The TPP Bumbles Along

port, shipping, cargoThe Trans-Pacific Partnership, or TPP, is supposedly nearing its finalization today before being turned over to a vote by the governing bodies of the various 12 countries involved. Among the final hurdles recently cleared and those yet to be cleared are environmental-protection conditions, and dairy products and pharmaceuticals respectively. Late yesterday at their reportedly final meeting in Maui, negotiators reached agreements on environmental protections although organizations such as the Sierra Club continue to say not enough is being done or committed to in this vein. The Sierra Club is not alone; aside from the remaining hurdles, there are many other concerned parties sounding off, to put it mildly.

Meanwhile, Australians, New Zealanders, Canadians, and Americans are at conflict over opening dairy markets further to imports (with the Canadians screaming the loudest against further liberalization and Australians screaming the loudest for it) and Australians, New Zealanders, Americans, and those from the developing world are at odds over how long to protect new pharmaceuticals from the introduction of generics (the US of course wants to protect Big Pharma for as long as possible, while the other nations want shorter patent expiration periods). Then there’s the issue of complying with international standards on organizing labor, with Mexico, Vietnam, and Brunei far behind the rest.

Apart from the secrecy that has shrouded the TPP, with the only views into the documentation and deliberations coming from documents leaked to WikiLeaks in recent years, there is much that has put people on edge. For instance, Malaysia’s human rights record was recently upgraded, much to the uproar of activists, politicians, and just about anyone else who was paying attention. Malaysia has a terrible record on human trafficking, including sex slavery and forced labor. Mass graves of victims have been uncovered recently on its border with Thailand. And yet, somehow, Malaysia’s record has been upgraded a tick by the State Department. How convenient as with a poor human rights record rating, the US would not be able to do business with Malaysia. Now they can as their rating has been raised just enough.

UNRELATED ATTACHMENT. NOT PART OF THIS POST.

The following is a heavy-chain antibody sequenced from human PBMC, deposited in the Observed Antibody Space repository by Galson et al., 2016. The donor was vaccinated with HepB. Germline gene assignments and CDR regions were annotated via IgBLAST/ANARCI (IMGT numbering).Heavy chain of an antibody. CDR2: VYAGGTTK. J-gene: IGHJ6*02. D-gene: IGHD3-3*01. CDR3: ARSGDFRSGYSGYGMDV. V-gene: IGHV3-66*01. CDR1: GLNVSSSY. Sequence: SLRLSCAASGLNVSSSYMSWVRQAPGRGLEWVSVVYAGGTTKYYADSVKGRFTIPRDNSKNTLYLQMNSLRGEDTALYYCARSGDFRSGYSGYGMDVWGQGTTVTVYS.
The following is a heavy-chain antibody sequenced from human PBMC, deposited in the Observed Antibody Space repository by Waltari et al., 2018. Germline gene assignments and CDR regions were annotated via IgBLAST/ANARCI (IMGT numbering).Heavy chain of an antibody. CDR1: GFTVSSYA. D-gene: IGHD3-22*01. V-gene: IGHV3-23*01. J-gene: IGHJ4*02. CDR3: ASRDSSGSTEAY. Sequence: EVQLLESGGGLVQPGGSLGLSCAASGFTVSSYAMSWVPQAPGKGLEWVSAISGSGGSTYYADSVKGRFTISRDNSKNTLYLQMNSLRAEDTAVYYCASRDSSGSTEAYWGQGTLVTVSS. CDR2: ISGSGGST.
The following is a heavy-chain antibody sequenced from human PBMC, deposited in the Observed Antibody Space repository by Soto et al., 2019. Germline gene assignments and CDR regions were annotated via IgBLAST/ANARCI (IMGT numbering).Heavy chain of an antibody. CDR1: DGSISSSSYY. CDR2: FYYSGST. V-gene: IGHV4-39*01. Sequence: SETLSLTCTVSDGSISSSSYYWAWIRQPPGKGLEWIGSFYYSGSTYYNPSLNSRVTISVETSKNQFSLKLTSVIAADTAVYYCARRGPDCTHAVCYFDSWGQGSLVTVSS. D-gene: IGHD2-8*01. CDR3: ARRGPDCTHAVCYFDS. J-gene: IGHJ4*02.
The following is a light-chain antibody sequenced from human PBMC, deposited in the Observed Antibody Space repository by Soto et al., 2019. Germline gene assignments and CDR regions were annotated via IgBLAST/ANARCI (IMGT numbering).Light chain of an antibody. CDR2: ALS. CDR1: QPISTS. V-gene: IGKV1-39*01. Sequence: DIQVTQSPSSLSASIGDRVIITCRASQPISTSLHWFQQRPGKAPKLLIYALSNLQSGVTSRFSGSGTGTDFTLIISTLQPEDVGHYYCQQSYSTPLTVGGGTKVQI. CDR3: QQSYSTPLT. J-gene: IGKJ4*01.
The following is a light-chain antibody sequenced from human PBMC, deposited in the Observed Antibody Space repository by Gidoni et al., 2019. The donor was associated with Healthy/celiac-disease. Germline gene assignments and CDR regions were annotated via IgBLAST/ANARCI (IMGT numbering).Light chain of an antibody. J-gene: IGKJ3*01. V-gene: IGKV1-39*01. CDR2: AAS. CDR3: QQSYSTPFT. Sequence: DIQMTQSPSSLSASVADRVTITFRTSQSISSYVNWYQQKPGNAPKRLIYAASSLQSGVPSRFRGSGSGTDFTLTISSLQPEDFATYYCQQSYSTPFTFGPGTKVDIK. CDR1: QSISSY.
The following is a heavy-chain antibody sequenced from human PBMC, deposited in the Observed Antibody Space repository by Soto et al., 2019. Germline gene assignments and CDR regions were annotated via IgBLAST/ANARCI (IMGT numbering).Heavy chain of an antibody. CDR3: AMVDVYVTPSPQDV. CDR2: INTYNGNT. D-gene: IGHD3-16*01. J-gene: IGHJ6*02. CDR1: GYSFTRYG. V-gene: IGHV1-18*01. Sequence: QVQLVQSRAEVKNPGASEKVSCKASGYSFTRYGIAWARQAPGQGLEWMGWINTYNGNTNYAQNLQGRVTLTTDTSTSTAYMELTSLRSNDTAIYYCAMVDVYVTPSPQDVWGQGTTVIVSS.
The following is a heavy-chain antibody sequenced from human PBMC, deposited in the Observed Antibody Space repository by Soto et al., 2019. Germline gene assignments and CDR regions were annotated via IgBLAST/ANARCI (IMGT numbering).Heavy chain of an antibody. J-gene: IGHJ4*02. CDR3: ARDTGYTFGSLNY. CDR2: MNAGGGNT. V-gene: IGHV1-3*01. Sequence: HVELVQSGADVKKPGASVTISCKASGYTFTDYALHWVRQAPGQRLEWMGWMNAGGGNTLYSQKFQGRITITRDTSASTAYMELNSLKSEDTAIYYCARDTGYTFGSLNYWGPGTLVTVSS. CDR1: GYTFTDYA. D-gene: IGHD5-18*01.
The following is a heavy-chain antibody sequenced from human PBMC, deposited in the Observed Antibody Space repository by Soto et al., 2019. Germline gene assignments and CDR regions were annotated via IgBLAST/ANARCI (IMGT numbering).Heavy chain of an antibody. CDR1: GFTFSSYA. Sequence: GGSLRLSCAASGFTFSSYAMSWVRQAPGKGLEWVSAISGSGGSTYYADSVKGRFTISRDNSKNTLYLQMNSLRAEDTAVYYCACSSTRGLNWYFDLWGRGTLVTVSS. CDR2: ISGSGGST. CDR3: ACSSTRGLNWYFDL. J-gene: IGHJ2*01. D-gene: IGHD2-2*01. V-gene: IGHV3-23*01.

Others, like the Electronic Frontier Foundation, or EFF, are concerned about draconian intellectual copyright regulations and enforcement being expanded and pushed out, as well as the agreement’s potential to hinder journalists and whistleblowers. And how about the whole issue of the extrajudicial system that the US wants to impose to “resolve disputes investors might have with government decisions.” Wait, what? Companies and investors would be entitled to legally challenge court rulings, rules and regulations, and government actions that could undermine expectations of return and otherwise “hurt” their business dealings. These challenges would be brought before tribunals of the United Nations or World Bank, effectively creating a world court for financial and investment disputes.

While politicians in the US run around expressing their concern over their country’s sudden loss of sovereignty and vulnerability to offshore lawsuits that this would possibly create, the real concern should be the additional power that this might actually give multinationals based in the US to push their weight and agenda around even further in other member countries, given that these real mammoths have the biggest legal budgets and teams by far. However, to be fair, some have pointed out that previous trade agreements already in effect, like NAFTA, have similar provisions built in, and indeed such lawsuits have already taken place.

In any case, see the NYT breakdown of what the TPP is and what little is known about it, and stay tuned as the promise of more trade and, ultimately, more money, makes leaders more comfortable with things that normally might make a person squirm just a bit.